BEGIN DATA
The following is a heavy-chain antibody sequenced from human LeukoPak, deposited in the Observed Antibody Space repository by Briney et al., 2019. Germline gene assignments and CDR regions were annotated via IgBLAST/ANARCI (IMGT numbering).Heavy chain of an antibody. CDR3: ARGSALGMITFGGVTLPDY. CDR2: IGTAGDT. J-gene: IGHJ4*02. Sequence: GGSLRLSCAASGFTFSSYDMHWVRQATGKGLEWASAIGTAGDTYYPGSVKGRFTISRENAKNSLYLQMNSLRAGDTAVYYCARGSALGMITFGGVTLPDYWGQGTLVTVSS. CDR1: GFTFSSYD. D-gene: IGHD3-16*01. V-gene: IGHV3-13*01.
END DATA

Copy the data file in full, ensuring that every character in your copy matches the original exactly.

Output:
The following is a heavy-chain antibody sequenced from human LeukoPak, deposited in the Observed Antibody Space repository by Briney et al., 2019. Germline gene assignments and CDR regions were annotated via IgBLAST/ANARCI (IMGT numbering).Heavy chain of an antibody. CDR3: ARGSALGMITFGGVTLPDY. CDR2: IGTAGDT. J-gene: IGHJ4*02. Sequence: GGSLRLSCAASGFTFSSYDMHWVRQATGKGLEWASAIGTAGDTYYPGSVKGRFTISRENAKNSLYLQMNSLRAGDTAVYYCARGSALGMITFGGVTLPDYWGQGTLVTVSS. CDR1: GFTFSSYD. D-gene: IGHD3-16*01. V-gene: IGHV3-13*01.